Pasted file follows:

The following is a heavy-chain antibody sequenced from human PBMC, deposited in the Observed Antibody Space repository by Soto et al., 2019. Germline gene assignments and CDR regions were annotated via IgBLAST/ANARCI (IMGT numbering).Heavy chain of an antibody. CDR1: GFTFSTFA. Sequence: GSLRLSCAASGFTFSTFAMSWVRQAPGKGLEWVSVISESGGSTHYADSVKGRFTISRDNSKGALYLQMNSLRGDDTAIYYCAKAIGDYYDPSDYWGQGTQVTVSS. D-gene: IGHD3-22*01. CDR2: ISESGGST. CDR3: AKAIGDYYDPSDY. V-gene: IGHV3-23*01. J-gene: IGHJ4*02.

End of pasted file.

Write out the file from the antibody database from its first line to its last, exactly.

The following is a heavy-chain antibody sequenced from human PBMC, deposited in the Observed Antibody Space repository by Soto et al., 2019. Germline gene assignments and CDR regions were annotated via IgBLAST/ANARCI (IMGT numbering).Heavy chain of an antibody. CDR1: GFTFSTFA. Sequence: GSLRLSCAASGFTFSTFAMSWVRQAPGKGLEWVSVISESGGSTHYADSVKGRFTISRDNSKGALYLQMNSLRGDDTAIYYCAKAIGDYYDPSDYWGQGTQVTVSS. D-gene: IGHD3-22*01. CDR2: ISESGGST. CDR3: AKAIGDYYDPSDY. V-gene: IGHV3-23*01. J-gene: IGHJ4*02.